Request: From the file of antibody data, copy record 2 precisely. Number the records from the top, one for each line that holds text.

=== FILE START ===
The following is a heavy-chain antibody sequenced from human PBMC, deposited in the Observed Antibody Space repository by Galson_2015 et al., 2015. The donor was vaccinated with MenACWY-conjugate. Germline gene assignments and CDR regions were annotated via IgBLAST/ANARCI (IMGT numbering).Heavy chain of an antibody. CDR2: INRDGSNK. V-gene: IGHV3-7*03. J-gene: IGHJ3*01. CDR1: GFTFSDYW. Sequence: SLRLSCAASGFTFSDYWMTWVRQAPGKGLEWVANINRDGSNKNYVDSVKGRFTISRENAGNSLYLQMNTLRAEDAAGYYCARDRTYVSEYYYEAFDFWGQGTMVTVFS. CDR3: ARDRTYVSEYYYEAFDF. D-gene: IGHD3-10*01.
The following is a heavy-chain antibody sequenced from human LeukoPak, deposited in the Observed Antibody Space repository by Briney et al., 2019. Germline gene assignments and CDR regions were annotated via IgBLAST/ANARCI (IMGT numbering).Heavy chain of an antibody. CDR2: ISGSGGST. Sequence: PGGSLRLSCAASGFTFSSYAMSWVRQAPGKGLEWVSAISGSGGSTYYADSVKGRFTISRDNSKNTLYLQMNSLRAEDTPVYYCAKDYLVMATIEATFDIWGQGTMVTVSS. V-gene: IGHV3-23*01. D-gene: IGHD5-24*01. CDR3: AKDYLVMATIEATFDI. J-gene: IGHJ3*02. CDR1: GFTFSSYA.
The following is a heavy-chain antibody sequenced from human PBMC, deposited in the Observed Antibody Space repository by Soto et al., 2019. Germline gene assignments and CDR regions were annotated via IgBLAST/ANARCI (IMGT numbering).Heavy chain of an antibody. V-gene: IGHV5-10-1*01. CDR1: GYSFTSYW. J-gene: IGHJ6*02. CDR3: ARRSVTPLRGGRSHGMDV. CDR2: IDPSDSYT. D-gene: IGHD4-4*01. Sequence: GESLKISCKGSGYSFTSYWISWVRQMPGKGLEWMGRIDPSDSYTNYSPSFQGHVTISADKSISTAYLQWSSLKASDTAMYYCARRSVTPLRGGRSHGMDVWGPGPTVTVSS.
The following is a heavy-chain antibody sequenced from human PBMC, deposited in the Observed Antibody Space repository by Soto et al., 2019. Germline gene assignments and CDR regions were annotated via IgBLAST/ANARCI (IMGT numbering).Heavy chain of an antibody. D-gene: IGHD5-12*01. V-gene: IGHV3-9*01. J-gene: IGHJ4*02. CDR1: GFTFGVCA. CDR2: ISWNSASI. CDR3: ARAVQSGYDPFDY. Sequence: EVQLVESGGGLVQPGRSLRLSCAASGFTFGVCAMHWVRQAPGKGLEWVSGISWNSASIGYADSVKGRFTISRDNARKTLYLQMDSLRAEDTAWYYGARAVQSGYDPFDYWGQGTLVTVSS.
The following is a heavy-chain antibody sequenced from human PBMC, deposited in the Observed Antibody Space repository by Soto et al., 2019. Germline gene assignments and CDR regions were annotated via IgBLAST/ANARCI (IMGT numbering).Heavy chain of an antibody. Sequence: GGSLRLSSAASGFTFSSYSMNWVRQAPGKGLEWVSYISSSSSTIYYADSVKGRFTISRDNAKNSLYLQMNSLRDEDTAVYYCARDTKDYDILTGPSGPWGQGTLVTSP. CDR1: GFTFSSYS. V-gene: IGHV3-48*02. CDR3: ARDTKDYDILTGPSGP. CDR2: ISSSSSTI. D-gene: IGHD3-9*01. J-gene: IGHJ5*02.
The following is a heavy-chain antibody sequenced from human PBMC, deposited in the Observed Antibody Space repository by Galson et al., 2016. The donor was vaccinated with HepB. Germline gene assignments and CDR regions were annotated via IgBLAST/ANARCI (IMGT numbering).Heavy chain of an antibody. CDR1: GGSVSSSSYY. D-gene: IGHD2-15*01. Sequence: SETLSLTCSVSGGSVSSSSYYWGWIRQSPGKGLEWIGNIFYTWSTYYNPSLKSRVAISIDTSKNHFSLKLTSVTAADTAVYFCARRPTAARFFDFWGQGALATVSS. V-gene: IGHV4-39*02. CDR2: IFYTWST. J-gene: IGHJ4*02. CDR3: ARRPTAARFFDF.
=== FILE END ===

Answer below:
The following is a heavy-chain antibody sequenced from human LeukoPak, deposited in the Observed Antibody Space repository by Briney et al., 2019. Germline gene assignments and CDR regions were annotated via IgBLAST/ANARCI (IMGT numbering).Heavy chain of an antibody. CDR2: ISGSGGST. Sequence: PGGSLRLSCAASGFTFSSYAMSWVRQAPGKGLEWVSAISGSGGSTYYADSVKGRFTISRDNSKNTLYLQMNSLRAEDTPVYYCAKDYLVMATIEATFDIWGQGTMVTVSS. V-gene: IGHV3-23*01. D-gene: IGHD5-24*01. CDR3: AKDYLVMATIEATFDI. J-gene: IGHJ3*02. CDR1: GFTFSSYA.